I helped set up “Doctors For Africa” because I felt strongly for the need for more structured maternity and medical care in Africa having worked voluntarily before in Uganda on an initiative to reduce mother-to-child transmission of HIV. I am well aware of the magnitude of the task before me in setting up permanent maternity health institutions and systems across Africa. It is a long-term project, which will have its highs and lows, but also a project I simply cannot turn my back on.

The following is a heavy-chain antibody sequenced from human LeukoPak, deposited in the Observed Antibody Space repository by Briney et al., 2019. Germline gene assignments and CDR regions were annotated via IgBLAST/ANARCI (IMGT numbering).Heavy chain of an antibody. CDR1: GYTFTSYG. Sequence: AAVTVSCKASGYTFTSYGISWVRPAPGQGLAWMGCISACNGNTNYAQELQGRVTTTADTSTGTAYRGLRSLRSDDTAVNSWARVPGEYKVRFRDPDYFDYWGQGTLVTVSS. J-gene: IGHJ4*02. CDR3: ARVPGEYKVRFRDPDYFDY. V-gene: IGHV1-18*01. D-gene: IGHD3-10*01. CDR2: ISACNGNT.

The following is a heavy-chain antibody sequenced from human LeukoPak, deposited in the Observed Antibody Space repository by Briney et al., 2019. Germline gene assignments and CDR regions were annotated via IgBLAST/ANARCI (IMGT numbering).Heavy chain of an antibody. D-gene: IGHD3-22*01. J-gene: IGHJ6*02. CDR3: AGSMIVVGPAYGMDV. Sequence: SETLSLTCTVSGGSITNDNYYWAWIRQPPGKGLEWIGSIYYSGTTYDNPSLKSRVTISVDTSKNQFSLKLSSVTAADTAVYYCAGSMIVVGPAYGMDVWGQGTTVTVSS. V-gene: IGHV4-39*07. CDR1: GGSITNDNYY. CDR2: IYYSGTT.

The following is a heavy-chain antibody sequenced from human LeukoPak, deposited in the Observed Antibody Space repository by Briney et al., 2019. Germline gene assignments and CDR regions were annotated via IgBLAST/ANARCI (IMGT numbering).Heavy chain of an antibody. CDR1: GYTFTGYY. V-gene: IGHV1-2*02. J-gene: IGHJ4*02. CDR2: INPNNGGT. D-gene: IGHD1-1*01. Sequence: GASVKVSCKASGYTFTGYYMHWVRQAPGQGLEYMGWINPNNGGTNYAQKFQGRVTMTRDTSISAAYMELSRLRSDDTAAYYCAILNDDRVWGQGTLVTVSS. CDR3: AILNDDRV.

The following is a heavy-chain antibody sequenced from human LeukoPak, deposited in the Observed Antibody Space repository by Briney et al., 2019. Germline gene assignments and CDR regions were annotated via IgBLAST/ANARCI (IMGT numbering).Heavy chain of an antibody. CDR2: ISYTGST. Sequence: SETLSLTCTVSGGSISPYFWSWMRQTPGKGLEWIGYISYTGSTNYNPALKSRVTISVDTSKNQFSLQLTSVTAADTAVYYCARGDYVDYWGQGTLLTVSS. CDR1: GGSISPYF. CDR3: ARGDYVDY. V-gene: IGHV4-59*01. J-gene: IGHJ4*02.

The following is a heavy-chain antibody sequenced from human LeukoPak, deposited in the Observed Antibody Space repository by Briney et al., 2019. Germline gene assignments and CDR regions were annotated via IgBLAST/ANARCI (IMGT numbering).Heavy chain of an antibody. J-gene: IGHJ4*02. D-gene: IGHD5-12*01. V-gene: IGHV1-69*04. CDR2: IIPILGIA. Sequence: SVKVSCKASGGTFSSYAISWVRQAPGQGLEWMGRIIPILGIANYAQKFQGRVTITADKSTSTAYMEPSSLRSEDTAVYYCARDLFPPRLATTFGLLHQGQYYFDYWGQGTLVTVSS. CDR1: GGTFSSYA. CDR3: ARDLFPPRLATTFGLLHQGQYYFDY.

Working in Obstetrics and Gynaecology in the UK has exposed me to a culture of continued commitment to improving maternal health care. This is a culture I would like to see transferred to Africa. The high standards of healthcare seen the UK did not occur overnight, but developed due to a sustained effort of commitment by governments, individuals in the public and health sector and continued investment in facilities and staff. This level of commitment and investment is definitely a goal for Africa to pursue to improve the health for its people.